Swipe Right for Talent: Recruitment Apps on the Rise

By Amy Gulati Sep 25, 2015

In 2015, recruiting professionals are well-aware of how mobile technology has changed the job search process. Candidates are increasingly searching and applying to jobs with mobile devices and companies that want to compete for this talent have responded with mobile-friendly career sites and streamlined job applications.

Over the past several years, a new wave of mobile apps has emerged, applying the functionality often associated with dating sites to the job search process. That’s right, you need only swipe right to find your next rock star hire.

Connie Wong, co-founder and chief operating officer of Planted, explained the value proposition of the app her company developed: “We curate both sides of the equation. Job seekers get opportunities delivered directly to their phones. Employers get a carefully matched list of qualified candidates.”

Wong’s company targets recent college graduates who are looking for junior roles.. The focused service approach reflects a trend: Applications are becoming more specialized along with the labor market overall. Specialization benefits job seekers and recruiters alike. After all, recruiters wouldn’t source an entry-level associate using the same resources as they would for a senior manager, so it makes sense that job search applications are narrower in focus.

In focusing its application on a specific demographic, Planted makes the task of sourcing entry-level candidates easier by applying technology and matching logic—giving it two huge advantages over more-traditional means of outsourcing the recruiting process. Just as online dating app Tinder or online dating website eHarmony employ algorithms to help them determine which romantic partners are best suited for each other, these applications can make use of similar technology, eliminating the element of human subjectivity. For any recruiter who has ever struggled to understand the ideal profile for a job candidate as written by a hiring manager, having a self-improving algorithm to help with that process could be revolutionary.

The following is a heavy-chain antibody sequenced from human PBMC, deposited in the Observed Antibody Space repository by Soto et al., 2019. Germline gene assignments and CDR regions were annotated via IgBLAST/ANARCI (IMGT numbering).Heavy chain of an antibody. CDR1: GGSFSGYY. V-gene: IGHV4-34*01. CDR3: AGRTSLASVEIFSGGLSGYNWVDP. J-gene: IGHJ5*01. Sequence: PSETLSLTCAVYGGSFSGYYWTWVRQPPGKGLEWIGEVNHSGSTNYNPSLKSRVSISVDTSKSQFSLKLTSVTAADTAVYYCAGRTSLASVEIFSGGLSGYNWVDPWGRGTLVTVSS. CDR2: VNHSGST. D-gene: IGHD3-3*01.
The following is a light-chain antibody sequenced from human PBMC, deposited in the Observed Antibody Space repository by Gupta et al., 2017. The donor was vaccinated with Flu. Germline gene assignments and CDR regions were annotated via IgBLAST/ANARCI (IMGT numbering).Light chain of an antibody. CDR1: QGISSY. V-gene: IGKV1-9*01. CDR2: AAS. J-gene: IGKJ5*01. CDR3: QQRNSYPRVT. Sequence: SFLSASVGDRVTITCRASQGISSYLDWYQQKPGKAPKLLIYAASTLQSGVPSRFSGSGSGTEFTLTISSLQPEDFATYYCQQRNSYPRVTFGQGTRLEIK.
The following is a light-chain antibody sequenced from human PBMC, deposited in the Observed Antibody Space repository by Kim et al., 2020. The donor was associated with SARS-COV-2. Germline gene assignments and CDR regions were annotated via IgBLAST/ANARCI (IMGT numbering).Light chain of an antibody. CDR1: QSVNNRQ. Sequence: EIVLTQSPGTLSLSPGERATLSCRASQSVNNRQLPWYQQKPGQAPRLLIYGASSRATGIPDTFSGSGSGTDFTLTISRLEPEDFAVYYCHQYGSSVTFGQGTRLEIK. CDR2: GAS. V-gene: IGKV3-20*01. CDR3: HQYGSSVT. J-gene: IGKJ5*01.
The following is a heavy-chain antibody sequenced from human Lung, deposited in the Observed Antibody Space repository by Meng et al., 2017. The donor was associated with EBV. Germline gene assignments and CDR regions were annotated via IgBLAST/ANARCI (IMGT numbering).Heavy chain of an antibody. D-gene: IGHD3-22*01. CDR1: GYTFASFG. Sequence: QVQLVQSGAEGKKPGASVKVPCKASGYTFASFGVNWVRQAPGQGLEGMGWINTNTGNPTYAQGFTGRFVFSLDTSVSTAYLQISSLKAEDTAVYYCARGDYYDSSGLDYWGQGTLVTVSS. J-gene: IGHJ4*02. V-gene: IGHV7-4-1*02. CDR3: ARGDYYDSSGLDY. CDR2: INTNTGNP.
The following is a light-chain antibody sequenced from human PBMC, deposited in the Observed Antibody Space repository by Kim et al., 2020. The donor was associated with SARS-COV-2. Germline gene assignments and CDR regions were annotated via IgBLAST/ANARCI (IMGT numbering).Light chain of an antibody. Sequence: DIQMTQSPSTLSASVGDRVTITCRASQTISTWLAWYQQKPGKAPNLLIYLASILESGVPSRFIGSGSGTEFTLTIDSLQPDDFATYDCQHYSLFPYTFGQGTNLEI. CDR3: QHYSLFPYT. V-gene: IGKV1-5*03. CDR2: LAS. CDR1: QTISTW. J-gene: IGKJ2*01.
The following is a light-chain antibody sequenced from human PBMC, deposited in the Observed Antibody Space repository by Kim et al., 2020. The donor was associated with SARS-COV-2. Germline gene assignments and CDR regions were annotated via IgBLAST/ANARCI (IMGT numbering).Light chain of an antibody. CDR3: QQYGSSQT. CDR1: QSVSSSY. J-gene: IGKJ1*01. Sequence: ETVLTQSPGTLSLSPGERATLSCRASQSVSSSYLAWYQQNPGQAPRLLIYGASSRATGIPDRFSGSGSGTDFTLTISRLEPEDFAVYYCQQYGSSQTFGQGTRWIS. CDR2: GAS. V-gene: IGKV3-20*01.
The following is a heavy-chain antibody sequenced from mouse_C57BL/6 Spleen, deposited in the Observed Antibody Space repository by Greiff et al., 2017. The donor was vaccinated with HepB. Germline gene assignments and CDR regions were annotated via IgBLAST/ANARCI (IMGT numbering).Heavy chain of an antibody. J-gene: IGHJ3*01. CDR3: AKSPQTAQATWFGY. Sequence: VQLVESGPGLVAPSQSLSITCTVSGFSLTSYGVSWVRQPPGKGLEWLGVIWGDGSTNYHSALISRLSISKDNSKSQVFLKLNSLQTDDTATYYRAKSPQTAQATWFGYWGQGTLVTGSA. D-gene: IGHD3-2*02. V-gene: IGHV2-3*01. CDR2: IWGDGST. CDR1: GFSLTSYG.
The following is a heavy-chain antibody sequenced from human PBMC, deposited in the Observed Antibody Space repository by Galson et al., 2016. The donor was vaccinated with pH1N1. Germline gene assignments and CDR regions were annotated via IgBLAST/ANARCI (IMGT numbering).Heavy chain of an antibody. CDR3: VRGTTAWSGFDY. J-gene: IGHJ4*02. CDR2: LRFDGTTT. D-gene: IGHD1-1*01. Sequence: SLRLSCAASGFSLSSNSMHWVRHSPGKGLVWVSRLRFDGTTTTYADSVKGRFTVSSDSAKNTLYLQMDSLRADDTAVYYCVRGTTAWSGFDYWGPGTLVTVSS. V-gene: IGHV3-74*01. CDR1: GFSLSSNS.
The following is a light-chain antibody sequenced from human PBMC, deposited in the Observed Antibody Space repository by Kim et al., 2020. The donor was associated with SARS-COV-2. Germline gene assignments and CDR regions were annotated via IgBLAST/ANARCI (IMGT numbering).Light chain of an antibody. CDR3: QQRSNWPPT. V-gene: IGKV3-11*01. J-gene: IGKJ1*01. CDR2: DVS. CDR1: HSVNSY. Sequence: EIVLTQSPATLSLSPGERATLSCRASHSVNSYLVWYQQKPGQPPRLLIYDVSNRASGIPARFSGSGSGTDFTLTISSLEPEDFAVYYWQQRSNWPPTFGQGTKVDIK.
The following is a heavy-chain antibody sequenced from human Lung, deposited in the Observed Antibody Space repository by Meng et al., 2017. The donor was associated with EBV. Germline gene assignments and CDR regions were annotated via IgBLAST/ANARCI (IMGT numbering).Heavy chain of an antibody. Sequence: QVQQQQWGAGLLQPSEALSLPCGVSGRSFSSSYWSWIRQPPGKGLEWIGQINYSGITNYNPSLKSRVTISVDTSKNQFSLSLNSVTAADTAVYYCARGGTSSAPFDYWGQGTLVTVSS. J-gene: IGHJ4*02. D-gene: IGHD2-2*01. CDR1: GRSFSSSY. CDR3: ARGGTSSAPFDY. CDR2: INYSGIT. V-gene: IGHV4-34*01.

The app Savvy, currently targeting experienced professional women, also demonstrates the way in which the market for job search apps is becoming more niche. Savvy started out as an app called Poacht, marketing itself as a platform where job seekers could input information about their desired position and anonymously search for available positions. A job seeker’s identity would only be revealed if the inputted specifications matched an opening in which he or she indicated interest.

After noticing the popularity of the application with female users, co-founder and CEO Maisie Devine decided to pivot the focus to cater exclusively to females. Renamed Savvy, the app offers the same job search features and also provides content to female job seekers and the employers that want to hire them.

“Women follow a different job search process. When a woman looks at a job description, she will apply only if she feels 80 percent qualified, whereas men feel comfortable applying if they’re only 20 percent qualified,” Devine said in summarizing the app’s appeal.

In the traditional world of online job postings, employers may be losing out on high-potential female candidates because they are self-selecting out of the process. Given the value placed on gender equality in many companies, Savvy gives employers a new outlet to specifically target a sometimes-harder-to-reach subset of talent. This could be a boon for employers because, essentially, the app serves as a means of affirmative action outreach.

Devine said she listens to her customers, noting that she kept the anonymity offered by Poacht when establishing Savvy. She heard feedback from female job seekers that the anonymity made them feel more confident that they were truly being judged on their credentials and qualifications and not something more superficial. This anonymity also alleviates risk for the employer, as other social media platforms give recruiters easy access to information that could lead to biased decisions, even on a subconscious level.

Amy Gulati, SHRM-SCP, is a freelance writer based in the Washington, D.C., area.

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